Shaw Industries Group, a leading carpet manufacturer recently sued The Hershey Company in Federal Court in Georgia for a declaratory judgment that its Chocolate Kiss colored carpet did not infringe Hershey’s CHOCOLATE KISS trademark.
According to the complaint, Shaw has been using CHOCOLATE KISS as a color in connection with its carpets since 1993 and has used it in connection with 200 carpet styles since that time. Shaw received a cease and desist letter from Hershey’s in December of 2012 which claimed that the use of the CHOCOLATE KISS mark illegally diluted and infringed its trademark. Despite its almost 20 years of use of the Chocolate Kiss color name, Shaw claimed that this December letter was the first time that it was notified that Hershey’s objected to the use. In its response to Hershey’s cease and desist letter, Shaw noted that it was discontinuing use of the CHOCOLATE KISS colored carpets in June of 2013.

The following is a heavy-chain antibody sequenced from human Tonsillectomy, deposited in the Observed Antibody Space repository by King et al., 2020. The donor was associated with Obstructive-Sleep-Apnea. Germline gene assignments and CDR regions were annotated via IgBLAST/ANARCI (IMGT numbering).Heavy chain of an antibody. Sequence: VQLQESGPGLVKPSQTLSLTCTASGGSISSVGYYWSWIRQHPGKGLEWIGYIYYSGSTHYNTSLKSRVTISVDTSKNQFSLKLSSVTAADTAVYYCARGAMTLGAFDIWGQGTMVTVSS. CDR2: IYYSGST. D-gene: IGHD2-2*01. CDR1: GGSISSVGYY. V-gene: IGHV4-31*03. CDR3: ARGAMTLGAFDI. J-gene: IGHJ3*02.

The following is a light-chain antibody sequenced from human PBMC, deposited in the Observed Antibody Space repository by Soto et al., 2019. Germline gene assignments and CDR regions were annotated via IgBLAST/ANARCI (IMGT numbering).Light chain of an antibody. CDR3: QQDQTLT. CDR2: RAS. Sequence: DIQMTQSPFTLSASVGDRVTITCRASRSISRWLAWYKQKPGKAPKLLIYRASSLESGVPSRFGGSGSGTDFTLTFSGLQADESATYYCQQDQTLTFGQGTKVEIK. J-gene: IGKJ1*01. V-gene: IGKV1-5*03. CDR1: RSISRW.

Apparently dissatisfied with Shaw’s response to its cease and desist letter, Hershey’s sent a responsive letter demanding that Shaw “immediately” discontinue the carpet. Shaw responded by commencing the lawsuit. Given the planned phaseout of the Chocolate Kiss colored carpet, it is doubtful that this case will ever go to trial, however, it presents an interesting issue of whether products named after popular goods and services do infringe or dilute the trademarks in those goods. In light of Shaw’s long use of this carpet color, another interesting issue would be whether the defense of laches would be sustained by the court. Laches is a defense to certain actions based upon the right holder failing object or do something to curtail the illegal use.